February 2, 2006
Madigan speaks out on cell privacy
Attorney General calls sale of phone records an 'outrageous invasion'
By Otto Kreisher
of Copley News Service
WASHINGTON, D.C. - Illinois Attorney General Lisa Madigan on Wednesday condemned the sale of individuals' cell phone records as "an outrageous invasion of privacy that could put lives in danger" and urged Congress to make the apparently widespread practice illegal.
But in testimony before the House Energy and Commerce Committee, Madigan asked the federal lawmakers not to enact any law that would interfere with states' efforts to stop Web sites from fraudulently obtaining and selling the records of a person's cell phone calls.
Madigan has sued a Florida company that operates such a site, and the Illinois Legislature is considering several bills to outlaw the activity.
Madigan was in good company in urging congressional action against selling cell phone records.
Committee chairman Joe Barton, R-Texas, attacked the practice as "an invasion of personal privacy," and declared "if I have anything to do about it, it won't go on much longer."
Barton said he was working with the senior Democrats on his committee to make the practice, known as pretexting, illegal.
Pretexting involves individuals fraudulently representing themselves as the cell phone subscriber to obtain the calling records, or using other deceptive or illegal actions to get the information, then selling the data to a third party.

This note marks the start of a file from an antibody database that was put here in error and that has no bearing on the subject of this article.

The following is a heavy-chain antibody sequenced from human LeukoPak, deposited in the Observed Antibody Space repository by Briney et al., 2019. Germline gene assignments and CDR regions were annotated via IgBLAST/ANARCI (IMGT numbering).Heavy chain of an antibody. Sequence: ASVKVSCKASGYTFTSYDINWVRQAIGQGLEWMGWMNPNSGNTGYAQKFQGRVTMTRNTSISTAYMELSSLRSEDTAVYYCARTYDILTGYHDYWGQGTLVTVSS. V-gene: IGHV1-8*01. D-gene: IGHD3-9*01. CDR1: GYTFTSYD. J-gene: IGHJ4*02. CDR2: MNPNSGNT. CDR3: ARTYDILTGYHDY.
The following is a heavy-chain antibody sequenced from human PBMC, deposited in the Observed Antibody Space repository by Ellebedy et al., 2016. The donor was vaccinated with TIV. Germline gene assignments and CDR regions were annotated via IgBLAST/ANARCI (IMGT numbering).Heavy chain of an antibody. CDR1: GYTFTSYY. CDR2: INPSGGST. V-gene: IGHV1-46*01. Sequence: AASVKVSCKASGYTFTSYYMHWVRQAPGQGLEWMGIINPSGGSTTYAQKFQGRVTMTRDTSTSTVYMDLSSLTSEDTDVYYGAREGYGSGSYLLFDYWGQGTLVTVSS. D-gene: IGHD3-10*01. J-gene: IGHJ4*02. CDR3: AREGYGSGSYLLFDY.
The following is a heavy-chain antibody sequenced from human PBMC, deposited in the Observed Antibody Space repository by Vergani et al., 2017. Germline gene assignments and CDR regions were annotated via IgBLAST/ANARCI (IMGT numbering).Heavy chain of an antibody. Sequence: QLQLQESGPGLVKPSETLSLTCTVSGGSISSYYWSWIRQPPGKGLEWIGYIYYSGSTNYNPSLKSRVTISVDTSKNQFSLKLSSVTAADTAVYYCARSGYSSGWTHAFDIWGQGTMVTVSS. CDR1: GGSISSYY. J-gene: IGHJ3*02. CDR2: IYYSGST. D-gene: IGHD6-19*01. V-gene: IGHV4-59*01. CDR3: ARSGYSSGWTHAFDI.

Witnesses said there were at least 40 and perhaps as many as 100 Web sites offering to provide cell phone data.
Madigan cited the case in which a Chicago police officer was able to obtain detailed records of the cell phone calls of an undercover narcotics unit within four hours for $175.
"For $175, lives were placed in jeopardy," she said.
And she warned against the possibility that an abusive ex-spouse could gain information to track down the former spouse.
The chairmen of the Federal Communications Commission and the Federal Trade Commission told the committee their organizations have acted to investigate and to stop the companies offering to obtain and sell the phone information.
The two regulators noted that although it is illegal to use pretexting to obtain and sell financial data, telephone information was not specifically outlawed.
Both said a law making sale of the telephone data illegal would be helpful. They also urged additional pressure on the telephone companies to protect their customers' records.
Former Rep. Steve Largent, now president of CTIA, the association representing the wireless communications industry, said the four national wireless carriers all had filed complaints and obtained injunctions "to shut these data thieves down."
Largent also defended the cell phone companies' efforts to protect the records and warned that rigid legislation might not be able to adjust to the criminals' new approaches. He also said requiring the companies to reveal their protective steps "would provide a road map to criminals to avoid fraud detection measures."